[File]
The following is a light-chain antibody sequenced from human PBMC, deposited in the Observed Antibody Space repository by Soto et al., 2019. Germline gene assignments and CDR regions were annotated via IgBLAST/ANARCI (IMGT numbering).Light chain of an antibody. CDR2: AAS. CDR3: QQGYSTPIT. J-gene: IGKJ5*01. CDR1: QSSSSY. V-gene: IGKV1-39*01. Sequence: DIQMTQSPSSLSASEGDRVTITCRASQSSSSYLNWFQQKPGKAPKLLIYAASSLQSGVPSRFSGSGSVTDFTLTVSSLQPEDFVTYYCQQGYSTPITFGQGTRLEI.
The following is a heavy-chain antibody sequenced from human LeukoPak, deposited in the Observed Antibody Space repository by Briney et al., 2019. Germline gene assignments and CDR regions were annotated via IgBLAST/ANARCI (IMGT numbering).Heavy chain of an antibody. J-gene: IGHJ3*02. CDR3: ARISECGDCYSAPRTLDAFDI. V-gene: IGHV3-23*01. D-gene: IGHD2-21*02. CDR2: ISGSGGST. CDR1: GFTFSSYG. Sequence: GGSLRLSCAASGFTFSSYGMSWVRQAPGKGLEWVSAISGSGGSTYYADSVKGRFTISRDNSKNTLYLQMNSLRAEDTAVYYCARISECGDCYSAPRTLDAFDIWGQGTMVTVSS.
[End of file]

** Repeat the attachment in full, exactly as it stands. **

The following is a light-chain antibody sequenced from human PBMC, deposited in the Observed Antibody Space repository by Soto et al., 2019. Germline gene assignments and CDR regions were annotated via IgBLAST/ANARCI (IMGT numbering).Light chain of an antibody. CDR2: AAS. CDR3: QQGYSTPIT. J-gene: IGKJ5*01. CDR1: QSSSSY. V-gene: IGKV1-39*01. Sequence: DIQMTQSPSSLSASEGDRVTITCRASQSSSSYLNWFQQKPGKAPKLLIYAASSLQSGVPSRFSGSGSVTDFTLTVSSLQPEDFVTYYCQQGYSTPITFGQGTRLEI.
The following is a heavy-chain antibody sequenced from human LeukoPak, deposited in the Observed Antibody Space repository by Briney et al., 2019. Germline gene assignments and CDR regions were annotated via IgBLAST/ANARCI (IMGT numbering).Heavy chain of an antibody. J-gene: IGHJ3*02. CDR3: ARISECGDCYSAPRTLDAFDI. V-gene: IGHV3-23*01. D-gene: IGHD2-21*02. CDR2: ISGSGGST. CDR1: GFTFSSYG. Sequence: GGSLRLSCAASGFTFSSYGMSWVRQAPGKGLEWVSAISGSGGSTYYADSVKGRFTISRDNSKNTLYLQMNSLRAEDTAVYYCARISECGDCYSAPRTLDAFDIWGQGTMVTVSS.